Soaring home prices and a persistent shortage of affordable supply continues to worry Canadians, particularly younger generations who fear they will never become homeowners because of competitive market conditions.
With the upcoming federal election set for Sept. 20, some voters are looking to the government for solutions to fix the country’s chronic housing crisis.
In a new survey, Royal LePage found 40 per cent of respondents nationwide agreed that a political candidate’s position on tackling the “housing crisis” will influence their vote. This number increased to 57 per cent of those surveyed between the ages of 18 to 34, which is the highest among all of the survey’s age groups.
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Renters were more likely to agree that political positioning on housing would influence their vote, with 48 per cent sharing this sentiment versus 35 per cent of those who own a home.
Breaking down the survey’s responses geographically, a candidate’s position on the housing market is most likely to sway votes in British Columbia (48 per cent), Ontario (46 per cent) and Alberta (46 per cent). The online Royal LePage survey gathered answers from 1,527 Canadians.
“Access to housing is a fundamental human right, for without adequate shelter, a family lacks the foundation upon which they can live and work safely and with dignity,” said Phil Soper, president and CEO of Royal LePage, in the report. “In this election, Canadians are demanding ideas, answers and a commitment to address the nation’s housing supply and affordability crisis. The growing housing deficiency in this country is one of the great threats to our prosperity as a people.”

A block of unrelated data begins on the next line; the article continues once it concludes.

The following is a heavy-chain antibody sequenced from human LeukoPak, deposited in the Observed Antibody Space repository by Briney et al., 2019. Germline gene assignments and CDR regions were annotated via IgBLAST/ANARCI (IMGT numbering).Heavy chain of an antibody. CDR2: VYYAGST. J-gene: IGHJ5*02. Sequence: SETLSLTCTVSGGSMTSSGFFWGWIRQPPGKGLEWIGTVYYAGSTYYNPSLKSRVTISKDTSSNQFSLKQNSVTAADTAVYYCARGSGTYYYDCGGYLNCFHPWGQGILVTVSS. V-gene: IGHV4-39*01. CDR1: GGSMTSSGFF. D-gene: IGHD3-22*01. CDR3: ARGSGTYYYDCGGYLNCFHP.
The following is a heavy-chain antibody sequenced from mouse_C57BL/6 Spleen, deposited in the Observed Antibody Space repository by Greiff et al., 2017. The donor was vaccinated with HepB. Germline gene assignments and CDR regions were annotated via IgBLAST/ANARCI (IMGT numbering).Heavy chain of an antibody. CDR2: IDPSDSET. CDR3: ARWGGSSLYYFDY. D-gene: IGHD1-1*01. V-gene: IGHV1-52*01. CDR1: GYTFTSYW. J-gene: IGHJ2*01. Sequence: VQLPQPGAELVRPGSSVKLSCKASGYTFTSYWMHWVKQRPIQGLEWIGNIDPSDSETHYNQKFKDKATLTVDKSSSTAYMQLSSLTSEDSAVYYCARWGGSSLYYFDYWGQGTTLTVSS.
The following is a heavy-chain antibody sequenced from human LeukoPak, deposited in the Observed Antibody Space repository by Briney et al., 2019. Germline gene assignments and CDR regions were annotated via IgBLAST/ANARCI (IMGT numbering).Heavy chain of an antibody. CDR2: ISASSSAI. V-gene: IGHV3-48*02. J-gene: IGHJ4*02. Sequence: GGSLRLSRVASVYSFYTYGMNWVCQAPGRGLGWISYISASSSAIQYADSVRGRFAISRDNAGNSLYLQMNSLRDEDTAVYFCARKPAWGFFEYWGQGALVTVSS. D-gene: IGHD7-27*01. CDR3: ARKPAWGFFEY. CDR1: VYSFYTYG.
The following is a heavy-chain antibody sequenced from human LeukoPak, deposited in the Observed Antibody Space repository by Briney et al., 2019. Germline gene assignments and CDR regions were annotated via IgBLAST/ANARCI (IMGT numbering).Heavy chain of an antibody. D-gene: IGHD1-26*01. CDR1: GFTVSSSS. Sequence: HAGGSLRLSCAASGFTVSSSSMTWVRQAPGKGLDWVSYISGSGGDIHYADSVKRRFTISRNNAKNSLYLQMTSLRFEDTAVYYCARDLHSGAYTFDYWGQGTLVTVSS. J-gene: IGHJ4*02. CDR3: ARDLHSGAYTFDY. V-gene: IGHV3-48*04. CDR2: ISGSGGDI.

The vast majority of those surveyed (84 per cent) expressed concerns that rising home prices would prevent an increasing number of Canadians from attaining homeownership. In the 18 to 34 age group category, this rises to 88 per cent. Respondents in Atlantic Canada (86 per cent), Ontario (85 per cent) and British Columbia (84 per cent) were the most likely to feel concerned about rising prices making homeownership less achievable for Canadians.
All three major political parties have released their campaign housing platforms, with proposed policies aimed at controlling foreign ownership, new taxes and boosting supply.
“The 2021 federal election has seen housing policy become a headline priority and key leadership promise in all major party platforms,” said Soper. “Royal LePage is encouraged to see that addressing housing shortages is a top priority, a sign that concerned Canadians are being heard,”
Soper added that while tax and grant programs can benefit new buyers, addressing housing supply shortages will tackle the “root cause of this crisis.”